Costco Wholesale — $11.75 million — January 19, 2017 — This investigation ended in a settlement over claims that Costco had irresponsibly filled improper or incomplete prescriptions. Some of the prescriptions even lacked valid Drug Enforcement Administration (DEA) numbers.

McKesson Corporation — $150 million — January 17, 2017 — McKesson agreed to pay the $150 million civil penalty after it was found to have violated the Controlled Substances Act. According to the allegations, McKesson had failed to report suspicious orders of controlled drugs.

Cardinal Health Inc.— $20 million — January 9, 2017 — This was a settlement between the pharmacy company and the state of West Virginia, regarding a failure to report suspicious orders. A separate lawsuit is still underway for McDowell County, one of the counties in WV most impacted by the opioid epidemic.

Cardinal Health — $40 million — December 23, 2016 — This settlement also addressed questions that the distributor had violated the Controlled Substances Act. Like McKesson, they had failed to report suspicious orders. There was also scrutiny over the company’s record keeping, and whether it violated the Act as well.

Purdue Pharma — $24 million — December 23, 2015 — This payment settled a lawsuit that was filed in 2007 by the state of Kentucky against the maker of OxyContin. The claim cited that Purdue had marketed their drug as safe, especially because it was designed to release slowly. However, addicted users found that the pills could be crushed for a quicker release, a discovery which fueled the rapid growth of the opioid epidemic in Kentucky.

Opioid Lawsuit FAQs

Get answers to commonly asked questions about opioid lawsuits.

Can I File an Opioid Lawsuit?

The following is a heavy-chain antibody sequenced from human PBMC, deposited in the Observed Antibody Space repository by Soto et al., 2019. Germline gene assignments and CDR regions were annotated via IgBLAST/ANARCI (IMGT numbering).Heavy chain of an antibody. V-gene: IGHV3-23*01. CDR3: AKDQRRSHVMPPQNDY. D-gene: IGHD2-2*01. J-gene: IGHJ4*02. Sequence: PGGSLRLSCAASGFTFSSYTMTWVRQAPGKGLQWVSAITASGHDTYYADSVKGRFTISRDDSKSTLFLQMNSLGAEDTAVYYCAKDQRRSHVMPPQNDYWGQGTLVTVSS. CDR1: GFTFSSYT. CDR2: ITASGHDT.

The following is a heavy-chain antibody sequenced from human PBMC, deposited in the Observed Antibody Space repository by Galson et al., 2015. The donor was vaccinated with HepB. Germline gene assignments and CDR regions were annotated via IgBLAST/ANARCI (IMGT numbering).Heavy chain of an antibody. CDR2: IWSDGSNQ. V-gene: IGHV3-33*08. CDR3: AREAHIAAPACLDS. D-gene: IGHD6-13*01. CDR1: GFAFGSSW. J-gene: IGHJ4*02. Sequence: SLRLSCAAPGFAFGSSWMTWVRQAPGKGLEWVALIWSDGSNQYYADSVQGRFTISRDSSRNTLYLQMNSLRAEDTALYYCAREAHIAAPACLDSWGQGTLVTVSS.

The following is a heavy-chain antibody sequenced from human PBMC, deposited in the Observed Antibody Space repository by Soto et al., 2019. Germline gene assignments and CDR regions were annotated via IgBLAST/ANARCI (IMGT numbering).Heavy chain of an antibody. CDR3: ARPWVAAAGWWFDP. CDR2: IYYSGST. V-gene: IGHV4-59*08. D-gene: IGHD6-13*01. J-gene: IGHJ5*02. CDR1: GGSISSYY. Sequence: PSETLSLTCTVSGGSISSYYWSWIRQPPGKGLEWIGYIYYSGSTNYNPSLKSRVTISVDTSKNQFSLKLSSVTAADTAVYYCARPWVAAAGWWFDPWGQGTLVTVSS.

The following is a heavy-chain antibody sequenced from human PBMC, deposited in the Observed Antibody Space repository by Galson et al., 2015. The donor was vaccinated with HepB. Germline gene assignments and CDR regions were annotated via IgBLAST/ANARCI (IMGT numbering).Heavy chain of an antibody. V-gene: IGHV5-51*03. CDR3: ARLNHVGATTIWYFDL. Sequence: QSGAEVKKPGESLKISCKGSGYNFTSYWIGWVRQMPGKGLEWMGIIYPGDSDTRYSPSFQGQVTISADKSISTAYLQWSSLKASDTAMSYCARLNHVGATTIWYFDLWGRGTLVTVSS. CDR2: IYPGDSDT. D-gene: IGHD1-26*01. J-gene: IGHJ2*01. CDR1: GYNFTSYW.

Individuals or surviving family members may be able to file an opioid lawsuit if they suffered from drug addiction or other side effects of opioids. This includes:

  • Severe withdrawal issues
  • Mental health or behavioral problems
  • Organ damage, such as to the heart or brain
  • Overdose deaths

If your family has suffered from the results of opioid addiction, it is important to talk with an attorney who can help you understand your legal rights – claim a free case review today.

What Compensation Is Available for Opioid Lawsuits?

Individuals and families who file an opioid lawsuit often seek damages for some or all of the following reasons:

  • Costs of treatments, including money spent on improperly prescribed opioid drugs
  • Treatment expenses for addiction, including rehabilitation, drug-related hospitalizations, and the
  • cost of Naloxone (also known as NARCAN, the antidote for overdoses)
  • Legal expenses, from previous arrests or trials related to the addiction
  • Loss of income, resulting from missed work, withdrawal symptoms, or time in a treatment center
  • Funeral costs, in the tragic case of a loved one lost to an overdose
  • Pain and suffering for the individual and their family

If you or your family have been affected by opioid addiction, or if you believe you were wrongly prescribed an opioid medication, talk to a lawyer to discuss your legal options.

How Much Does It Cost to File an Opioid Lawsuit?

The complexity and costs of an opioid lawsuit will differ with each individual case. The good news is that in most cases, plaintiffs will not have to pay these costs up front. Typically, law firms will take on opioid cases on a contingency basis, meaning that clients will not pay anything unless their lawyer helps them receive compensation as a result of their lawsuit or other legal action.

During your free evaluation, talk to your lawyer about the costs of your case and how much will come out of your final settlement or verdict amount. The amount is usually a percentage, which will cover all the various legal fees (such as court fees) and administrative costs of your case.